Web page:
High-field ex vivo 11.7T CMR and CMR

After in vivo imaging of the thoracic aorta below the lungs and including the renal branch at 3T [24] using our protocol [2], we studied “excised” segments by high field CMR. Two diffusion CMR protocols were developed and optimized to assess plaque constituents and properties. The first method was a 2D DWI acquisition with multiple diffusion-sensitizing B-values (range 0 to 4000 s/mm2) and an axial gradient orientation to determine the role of gradient strength and diffusion time on diffusion CMR contrast, as previously developed in our lab [23]. The 2D DWI acquisition was a standard spin-echo sequence with echo-planar imaging (EPI) read-out, TE = 22.68 ms, TR = 2000 ms, NEX = 10, 52 × 52 µm2 in plane resolution, 1 mm thick slices, and an intra-slice gap of 1.5 mm requiring 53 min of scan time. These experiments were first carried out in water to demonstrate the diffusion properties of free water compared to the vessel wall, with all subsequent samples being placed in the viscous CMR-signal inert fomblin liquid (Sigma Aldrich). Following initial experiments, the 3D GQI acquisition was carried out with a single B-value (selected during initial experiments) and multiple gradient orientations. The 3D GQI acquisition was used to determine the orientation dependencies of diffusion contrast with isotropic voxels. For the 3D acquisition, a 3D spin-echo sequence with a multi-shot EPI readout was used with a B-value of 2000 s/mm2, TE = 19.15 ms, TR = 750 ms, 91 gradient directions applied, B = 0 image acquired, and an isotropic voxel size of 150 µm3 (size 150 × 150 × 150 μm3) requiring 15 h, 20 min of scan time. Additional details about sample preparation are provided in the Histologic validation methods. The CMR acquisitions were followed by voxel guided CMRS of plaque constituents for identification of fluid lipids by chemical shifts. Voxel-guided PRESS was used with TE = 20 ms, TR = 2500 ms, a matrix size of 2048, NEX = 512, and a scan time of 21 min. We varied the CMRS voxel size to fit plaque or normal vessel wall regions of interest (ROI), with an average size of 5.6 ± 1.7 mm3. Temperature was maintained at room temperature (25 °C) within the magnet using the temperature controller, after samples were equilibrated at room temperature prior to imaging. All CMR and CMRS procedures were performed on a 500 MHz 11.7T vertical bore CMR system (Bruker, Co., Billerica, Massachusetts, USA).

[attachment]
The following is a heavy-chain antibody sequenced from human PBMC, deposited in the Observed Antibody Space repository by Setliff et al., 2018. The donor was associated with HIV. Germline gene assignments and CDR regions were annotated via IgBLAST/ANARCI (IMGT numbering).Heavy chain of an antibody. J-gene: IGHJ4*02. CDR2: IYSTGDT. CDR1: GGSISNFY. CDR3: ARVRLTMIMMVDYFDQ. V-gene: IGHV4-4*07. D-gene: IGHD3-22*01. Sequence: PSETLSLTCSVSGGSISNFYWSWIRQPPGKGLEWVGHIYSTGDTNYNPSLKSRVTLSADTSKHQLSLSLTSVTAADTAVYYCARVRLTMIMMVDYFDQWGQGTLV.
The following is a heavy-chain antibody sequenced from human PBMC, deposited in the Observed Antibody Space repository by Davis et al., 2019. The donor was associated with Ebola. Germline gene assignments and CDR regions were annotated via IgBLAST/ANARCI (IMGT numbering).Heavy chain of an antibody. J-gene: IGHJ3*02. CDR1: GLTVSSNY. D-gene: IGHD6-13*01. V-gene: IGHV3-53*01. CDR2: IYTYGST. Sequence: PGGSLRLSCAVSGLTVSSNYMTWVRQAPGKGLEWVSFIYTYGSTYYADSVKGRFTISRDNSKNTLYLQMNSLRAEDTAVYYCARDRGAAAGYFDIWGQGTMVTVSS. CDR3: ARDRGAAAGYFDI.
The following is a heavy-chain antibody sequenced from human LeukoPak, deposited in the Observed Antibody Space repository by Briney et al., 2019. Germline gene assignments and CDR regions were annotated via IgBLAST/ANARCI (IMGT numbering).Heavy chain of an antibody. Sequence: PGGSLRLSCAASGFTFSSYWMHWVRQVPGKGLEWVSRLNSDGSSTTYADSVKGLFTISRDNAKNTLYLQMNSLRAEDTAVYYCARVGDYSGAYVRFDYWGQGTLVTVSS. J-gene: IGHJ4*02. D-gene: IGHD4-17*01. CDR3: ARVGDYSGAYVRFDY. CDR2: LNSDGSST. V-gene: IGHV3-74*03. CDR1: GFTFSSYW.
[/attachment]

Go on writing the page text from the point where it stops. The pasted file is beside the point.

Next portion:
Histologic validation and correlation with images